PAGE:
When someone comes at you with criticism, the natural response is to defend. Criticism is a form of attack, so it is natural to protect instinctively unless you know how criticism and defensiveness play out in a relationship.
Those of you who struggle with criticism remember not to use phrases that attack a person’s character, like “you are so lazy, bossy, arrogant etc.” When we want to give a complaint, and the sentence starts with ‘You’, it is easy to go wrong; “You are never home on time, you never keep your word”. When we begin a sentence with “I”, it is easier to deliver a complaint, rather than a criticism; “I feel sad and unloved when you forget to call and tell me you will late home” vs “You are so arrogant; you think you can do whatever you like.”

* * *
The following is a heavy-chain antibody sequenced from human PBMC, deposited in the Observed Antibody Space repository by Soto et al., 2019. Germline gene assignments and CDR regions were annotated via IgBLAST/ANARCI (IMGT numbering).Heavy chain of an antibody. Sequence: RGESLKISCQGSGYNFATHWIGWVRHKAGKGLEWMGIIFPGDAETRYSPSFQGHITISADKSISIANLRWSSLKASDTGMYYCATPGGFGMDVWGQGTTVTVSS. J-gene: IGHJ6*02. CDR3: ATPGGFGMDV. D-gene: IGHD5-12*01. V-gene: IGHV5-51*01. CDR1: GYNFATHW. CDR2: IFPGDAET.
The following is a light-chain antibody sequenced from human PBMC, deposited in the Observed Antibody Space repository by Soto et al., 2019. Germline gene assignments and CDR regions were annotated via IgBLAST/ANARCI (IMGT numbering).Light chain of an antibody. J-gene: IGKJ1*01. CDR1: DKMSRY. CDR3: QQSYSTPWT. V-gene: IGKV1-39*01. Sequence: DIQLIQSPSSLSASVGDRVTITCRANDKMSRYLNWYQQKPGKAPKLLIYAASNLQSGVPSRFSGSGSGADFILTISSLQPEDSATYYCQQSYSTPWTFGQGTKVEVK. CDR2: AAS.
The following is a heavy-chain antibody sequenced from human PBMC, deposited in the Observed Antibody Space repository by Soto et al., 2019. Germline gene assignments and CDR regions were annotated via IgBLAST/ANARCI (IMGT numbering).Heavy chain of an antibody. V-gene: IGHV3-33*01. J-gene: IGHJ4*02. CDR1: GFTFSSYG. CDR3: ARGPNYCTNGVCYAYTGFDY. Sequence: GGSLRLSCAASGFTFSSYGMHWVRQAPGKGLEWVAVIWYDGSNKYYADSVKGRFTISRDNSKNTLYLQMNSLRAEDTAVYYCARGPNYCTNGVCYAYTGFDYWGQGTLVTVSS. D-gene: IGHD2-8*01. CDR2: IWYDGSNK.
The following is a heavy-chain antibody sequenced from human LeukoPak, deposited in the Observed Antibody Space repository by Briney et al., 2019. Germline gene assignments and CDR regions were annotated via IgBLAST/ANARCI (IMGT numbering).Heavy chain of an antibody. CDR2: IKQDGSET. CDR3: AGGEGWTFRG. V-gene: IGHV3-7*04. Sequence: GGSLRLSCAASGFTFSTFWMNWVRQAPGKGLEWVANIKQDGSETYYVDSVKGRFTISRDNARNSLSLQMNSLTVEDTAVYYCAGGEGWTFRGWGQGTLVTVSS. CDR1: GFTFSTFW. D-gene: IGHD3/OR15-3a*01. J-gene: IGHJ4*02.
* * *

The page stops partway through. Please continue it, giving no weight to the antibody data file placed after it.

When we can deliver an “I” statement that is a complaint instead of a criticism starting with “You”, the conversation is likely to go better. Don’t take my word for it; try it out.
When we are being criticised, defensiveness is a natural response. We hear “yes, but…” we make excuses, we try to explain it all away. This results in the person with the complaint not feeling listened to or validated. If defensiveness is your go-to place, start to shift this using active listening.
- Active listening: Listen to the message that is being delivered to you; even if it is harsh, what is it that they are trying to tell you?
- What parts of this can I validate?
- What parts of this CAN I take responsibility for?
- What might I do differently moving forward?
Changing communication patterns takes time, and if you are both aware of the pattern, it can be easier to change. For example, if you have a partner who is often defensive, you might say, “I feel that your defences are up. Are you feeling attacked by me?
This might break the criticism, defensiveness cycle and lead you towards more effective communication.
Reference Gottman research: “The Seven Principles for Making Marriage Work” (1999).